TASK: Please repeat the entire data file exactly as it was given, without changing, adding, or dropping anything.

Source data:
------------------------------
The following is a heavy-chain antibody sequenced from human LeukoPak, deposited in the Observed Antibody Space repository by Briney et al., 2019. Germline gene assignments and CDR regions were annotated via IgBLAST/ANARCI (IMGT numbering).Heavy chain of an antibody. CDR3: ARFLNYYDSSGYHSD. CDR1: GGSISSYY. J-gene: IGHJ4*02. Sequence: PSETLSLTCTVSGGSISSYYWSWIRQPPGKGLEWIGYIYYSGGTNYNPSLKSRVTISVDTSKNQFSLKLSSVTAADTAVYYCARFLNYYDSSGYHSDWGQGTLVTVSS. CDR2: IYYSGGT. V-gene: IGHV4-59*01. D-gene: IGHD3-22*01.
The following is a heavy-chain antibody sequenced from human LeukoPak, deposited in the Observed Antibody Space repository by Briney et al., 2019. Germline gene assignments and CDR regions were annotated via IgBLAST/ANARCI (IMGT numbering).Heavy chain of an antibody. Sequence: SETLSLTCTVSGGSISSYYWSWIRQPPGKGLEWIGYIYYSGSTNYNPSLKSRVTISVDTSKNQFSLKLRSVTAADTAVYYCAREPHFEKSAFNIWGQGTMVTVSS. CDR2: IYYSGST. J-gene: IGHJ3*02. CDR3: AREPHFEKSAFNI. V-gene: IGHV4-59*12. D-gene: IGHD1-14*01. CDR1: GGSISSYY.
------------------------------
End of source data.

The following is a heavy-chain antibody sequenced from human LeukoPak, deposited in the Observed Antibody Space repository by Briney et al., 2019. Germline gene assignments and CDR regions were annotated via IgBLAST/ANARCI (IMGT numbering).Heavy chain of an antibody. CDR3: ARFLNYYDSSGYHSD. CDR1: GGSISSYY. J-gene: IGHJ4*02. Sequence: PSETLSLTCTVSGGSISSYYWSWIRQPPGKGLEWIGYIYYSGGTNYNPSLKSRVTISVDTSKNQFSLKLSSVTAADTAVYYCARFLNYYDSSGYHSDWGQGTLVTVSS. CDR2: IYYSGGT. V-gene: IGHV4-59*01. D-gene: IGHD3-22*01.
The following is a heavy-chain antibody sequenced from human LeukoPak, deposited in the Observed Antibody Space repository by Briney et al., 2019. Germline gene assignments and CDR regions were annotated via IgBLAST/ANARCI (IMGT numbering).Heavy chain of an antibody. Sequence: SETLSLTCTVSGGSISSYYWSWIRQPPGKGLEWIGYIYYSGSTNYNPSLKSRVTISVDTSKNQFSLKLRSVTAADTAVYYCAREPHFEKSAFNIWGQGTMVTVSS. CDR2: IYYSGST. J-gene: IGHJ3*02. CDR3: AREPHFEKSAFNI. V-gene: IGHV4-59*12. D-gene: IGHD1-14*01. CDR1: GGSISSYY.